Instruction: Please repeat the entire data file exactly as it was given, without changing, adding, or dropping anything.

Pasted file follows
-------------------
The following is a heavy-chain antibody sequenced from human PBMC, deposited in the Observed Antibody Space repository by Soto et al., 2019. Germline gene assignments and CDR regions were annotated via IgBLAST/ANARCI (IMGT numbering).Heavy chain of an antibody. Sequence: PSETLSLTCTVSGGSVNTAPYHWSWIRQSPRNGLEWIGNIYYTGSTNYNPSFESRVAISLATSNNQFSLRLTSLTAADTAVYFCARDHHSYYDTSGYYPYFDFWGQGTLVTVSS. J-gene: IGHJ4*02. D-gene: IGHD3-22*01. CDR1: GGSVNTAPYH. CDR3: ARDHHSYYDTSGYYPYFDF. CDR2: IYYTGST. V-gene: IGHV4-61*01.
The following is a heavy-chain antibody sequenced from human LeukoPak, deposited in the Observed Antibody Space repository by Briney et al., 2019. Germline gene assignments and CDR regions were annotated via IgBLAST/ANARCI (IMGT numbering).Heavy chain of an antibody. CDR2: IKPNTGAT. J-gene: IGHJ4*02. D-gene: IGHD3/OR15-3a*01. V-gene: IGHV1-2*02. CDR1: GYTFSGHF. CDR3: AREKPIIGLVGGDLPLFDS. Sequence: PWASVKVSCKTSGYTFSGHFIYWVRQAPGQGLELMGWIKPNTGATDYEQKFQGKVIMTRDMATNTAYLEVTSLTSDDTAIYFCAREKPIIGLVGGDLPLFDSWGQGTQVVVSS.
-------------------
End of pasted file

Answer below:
The following is a heavy-chain antibody sequenced from human PBMC, deposited in the Observed Antibody Space repository by Soto et al., 2019. Germline gene assignments and CDR regions were annotated via IgBLAST/ANARCI (IMGT numbering).Heavy chain of an antibody. Sequence: PSETLSLTCTVSGGSVNTAPYHWSWIRQSPRNGLEWIGNIYYTGSTNYNPSFESRVAISLATSNNQFSLRLTSLTAADTAVYFCARDHHSYYDTSGYYPYFDFWGQGTLVTVSS. J-gene: IGHJ4*02. D-gene: IGHD3-22*01. CDR1: GGSVNTAPYH. CDR3: ARDHHSYYDTSGYYPYFDF. CDR2: IYYTGST. V-gene: IGHV4-61*01.
The following is a heavy-chain antibody sequenced from human LeukoPak, deposited in the Observed Antibody Space repository by Briney et al., 2019. Germline gene assignments and CDR regions were annotated via IgBLAST/ANARCI (IMGT numbering).Heavy chain of an antibody. CDR2: IKPNTGAT. J-gene: IGHJ4*02. D-gene: IGHD3/OR15-3a*01. V-gene: IGHV1-2*02. CDR1: GYTFSGHF. CDR3: AREKPIIGLVGGDLPLFDS. Sequence: PWASVKVSCKTSGYTFSGHFIYWVRQAPGQGLELMGWIKPNTGATDYEQKFQGKVIMTRDMATNTAYLEVTSLTSDDTAIYFCAREKPIIGLVGGDLPLFDSWGQGTQVVVSS.